Located at the corner of Tanners Avenue and South Street, near the present southern entrance to the South Office building stood the church of Harrisburg's oldest African American congregation, the Wesley Union A.M.E. Zion Church.
Founded in 1829 from an earlier organization dating to 1817, the congregation first met in a log building at S. Third and Mulberry Streets.
Its presence at Tanners Avenue and South Street was first established in 1838 when a one-story brick building was constructed. This was replaced by a larger building in 1862 that was remodeled in 1886.
The final church at this location was built in 1894, although demolished in 1915 for the expansion of Capitol Park.
After two additional moves, Wesley Church survives today at Fifth and Camp Streets in Uptown Harrisburg and continues its tradition of community outreach and service.
The historical marker dedicated in 2000 is located in Capitol Park on Walnut Street near Commonwealth Avenue in Harrisburg.
Rev. Dr. Martin Luther King Jr. Memorial
This memorial garden dedicated to Dr. King is located along the Harrisburg Capital Area Greenbelt bike path between 19th and 28th Streets.
The centerpiece of the garden is an 11-ft black granite obelisk and a kiosk (pictured above) featuring a copy of Dr. King's inspirational speech "I Have a Dream" which he delivered from the steps of the Lincoln Memorial during the March on Washington for Jobs and Freedom in Washington, DC on August 28, 1963.
Five years later, the American civil rights leader would be assassinated at the age of 39 in Memphis, Tennessee on April 4, 1968.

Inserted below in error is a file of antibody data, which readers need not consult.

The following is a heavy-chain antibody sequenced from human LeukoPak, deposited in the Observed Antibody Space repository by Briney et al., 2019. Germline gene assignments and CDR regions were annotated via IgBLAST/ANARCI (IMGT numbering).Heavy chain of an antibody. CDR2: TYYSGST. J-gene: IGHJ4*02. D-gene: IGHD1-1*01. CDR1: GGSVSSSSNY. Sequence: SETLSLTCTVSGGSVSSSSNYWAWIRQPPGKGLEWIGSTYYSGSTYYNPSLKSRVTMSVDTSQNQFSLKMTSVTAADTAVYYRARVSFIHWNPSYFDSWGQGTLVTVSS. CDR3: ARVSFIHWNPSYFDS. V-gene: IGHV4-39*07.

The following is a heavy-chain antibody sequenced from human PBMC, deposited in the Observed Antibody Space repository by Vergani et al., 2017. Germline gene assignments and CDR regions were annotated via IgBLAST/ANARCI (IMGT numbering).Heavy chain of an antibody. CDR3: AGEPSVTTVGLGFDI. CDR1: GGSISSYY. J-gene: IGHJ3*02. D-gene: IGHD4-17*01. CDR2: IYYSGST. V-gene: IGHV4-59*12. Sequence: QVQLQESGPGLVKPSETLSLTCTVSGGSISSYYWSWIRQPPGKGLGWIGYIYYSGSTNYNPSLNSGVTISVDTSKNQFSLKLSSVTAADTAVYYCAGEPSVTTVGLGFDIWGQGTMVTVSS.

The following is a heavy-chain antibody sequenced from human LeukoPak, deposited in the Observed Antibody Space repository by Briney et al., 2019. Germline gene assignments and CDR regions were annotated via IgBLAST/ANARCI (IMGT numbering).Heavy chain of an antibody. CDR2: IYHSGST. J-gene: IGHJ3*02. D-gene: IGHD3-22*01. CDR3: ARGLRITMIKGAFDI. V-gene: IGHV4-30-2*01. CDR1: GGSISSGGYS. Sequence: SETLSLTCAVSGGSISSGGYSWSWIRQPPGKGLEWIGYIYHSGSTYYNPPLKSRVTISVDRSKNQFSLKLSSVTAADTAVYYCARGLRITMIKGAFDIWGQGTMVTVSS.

About Black History Month
The following content about Black History Month was adapted from the web site HolidaysCalendar.com.
Black History Month is a holiday which is celebrated every February in the U.S. And Canada and in October in the U.K.
It’s an important month for remembering important people, events and achievements of African diaspora.
In the U.S., it is also known as African-American History Month, but in Canada and the United Kingdom, it is known simply as Black History Month.
Black History Month can be traced back to September 1915. In that year, historian Carter G. Woodson and minister Jesse E. Moorland founded the Association for the Study of Negro Life and History (ASNLH).
This organization was dedicated to researching and promoting the achievements of not only black Americans but all prominent people of African descent.
ASNLH would go on to sponsor a National Negro History Week in 1926.
The month of February was chosen because the birthdays of both Abraham Lincoln and Frederick Douglass are in that month.
As word of this week spread, many communities around the country began to organize local celebrations and this trend continued into the late 1960's when Negro History Week was transformed by the Civil Rights Movement into Black History Month.
In 1976, Black History Month was officially recognized by the federal government.
In the United Kingdom, Black History Month was first celebrated in 1987 thanks to the leadership and efforts of Akyaaba Addai-Sebo.
In Canada, thanks to a motion by Jean Augustine, Canada’s House of Commons took the steps to official recognize the achievements and struggles of black Canadians by recognizing the month of February as Black History Month.
This occurred in 1995 and in 2008, the Canadian Senate officially recognized the month as Black History Month as well.